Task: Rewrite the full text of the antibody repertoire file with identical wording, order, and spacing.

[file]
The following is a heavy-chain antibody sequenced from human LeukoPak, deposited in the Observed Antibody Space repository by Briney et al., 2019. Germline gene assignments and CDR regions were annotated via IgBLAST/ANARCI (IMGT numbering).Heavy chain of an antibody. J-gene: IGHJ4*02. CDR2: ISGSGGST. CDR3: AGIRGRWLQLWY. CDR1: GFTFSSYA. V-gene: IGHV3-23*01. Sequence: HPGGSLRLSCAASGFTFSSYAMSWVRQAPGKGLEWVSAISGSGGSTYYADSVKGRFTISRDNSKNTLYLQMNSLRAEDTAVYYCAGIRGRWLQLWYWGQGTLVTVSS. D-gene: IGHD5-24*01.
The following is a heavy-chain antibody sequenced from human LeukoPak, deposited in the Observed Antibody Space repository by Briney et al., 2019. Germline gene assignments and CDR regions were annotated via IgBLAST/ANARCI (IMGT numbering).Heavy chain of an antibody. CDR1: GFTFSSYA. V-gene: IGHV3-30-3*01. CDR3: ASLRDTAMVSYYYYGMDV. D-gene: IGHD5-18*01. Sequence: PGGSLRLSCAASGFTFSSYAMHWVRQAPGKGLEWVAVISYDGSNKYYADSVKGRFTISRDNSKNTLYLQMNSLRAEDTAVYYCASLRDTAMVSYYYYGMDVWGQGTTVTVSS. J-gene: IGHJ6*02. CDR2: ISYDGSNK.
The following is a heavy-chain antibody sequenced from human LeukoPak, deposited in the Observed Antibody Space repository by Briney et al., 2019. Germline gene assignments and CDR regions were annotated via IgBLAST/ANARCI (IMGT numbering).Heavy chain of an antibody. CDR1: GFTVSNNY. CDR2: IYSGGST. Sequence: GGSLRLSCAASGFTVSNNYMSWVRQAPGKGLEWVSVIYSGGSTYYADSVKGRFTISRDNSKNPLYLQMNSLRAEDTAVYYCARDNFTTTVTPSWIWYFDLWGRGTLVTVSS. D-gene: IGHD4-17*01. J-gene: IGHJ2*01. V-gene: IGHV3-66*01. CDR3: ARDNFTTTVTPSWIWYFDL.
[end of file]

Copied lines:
The following is a heavy-chain antibody sequenced from human LeukoPak, deposited in the Observed Antibody Space repository by Briney et al., 2019. Germline gene assignments and CDR regions were annotated via IgBLAST/ANARCI (IMGT numbering).Heavy chain of an antibody. J-gene: IGHJ4*02. CDR2: ISGSGGST. CDR3: AGIRGRWLQLWY. CDR1: GFTFSSYA. V-gene: IGHV3-23*01. Sequence: HPGGSLRLSCAASGFTFSSYAMSWVRQAPGKGLEWVSAISGSGGSTYYADSVKGRFTISRDNSKNTLYLQMNSLRAEDTAVYYCAGIRGRWLQLWYWGQGTLVTVSS. D-gene: IGHD5-24*01.
The following is a heavy-chain antibody sequenced from human LeukoPak, deposited in the Observed Antibody Space repository by Briney et al., 2019. Germline gene assignments and CDR regions were annotated via IgBLAST/ANARCI (IMGT numbering).Heavy chain of an antibody. CDR1: GFTFSSYA. V-gene: IGHV3-30-3*01. CDR3: ASLRDTAMVSYYYYGMDV. D-gene: IGHD5-18*01. Sequence: PGGSLRLSCAASGFTFSSYAMHWVRQAPGKGLEWVAVISYDGSNKYYADSVKGRFTISRDNSKNTLYLQMNSLRAEDTAVYYCASLRDTAMVSYYYYGMDVWGQGTTVTVSS. J-gene: IGHJ6*02. CDR2: ISYDGSNK.
The following is a heavy-chain antibody sequenced from human LeukoPak, deposited in the Observed Antibody Space repository by Briney et al., 2019. Germline gene assignments and CDR regions were annotated via IgBLAST/ANARCI (IMGT numbering).Heavy chain of an antibody. CDR1: GFTVSNNY. CDR2: IYSGGST. Sequence: GGSLRLSCAASGFTVSNNYMSWVRQAPGKGLEWVSVIYSGGSTYYADSVKGRFTISRDNSKNPLYLQMNSLRAEDTAVYYCARDNFTTTVTPSWIWYFDLWGRGTLVTVSS. D-gene: IGHD4-17*01. J-gene: IGHJ2*01. V-gene: IGHV3-66*01. CDR3: ARDNFTTTVTPSWIWYFDL.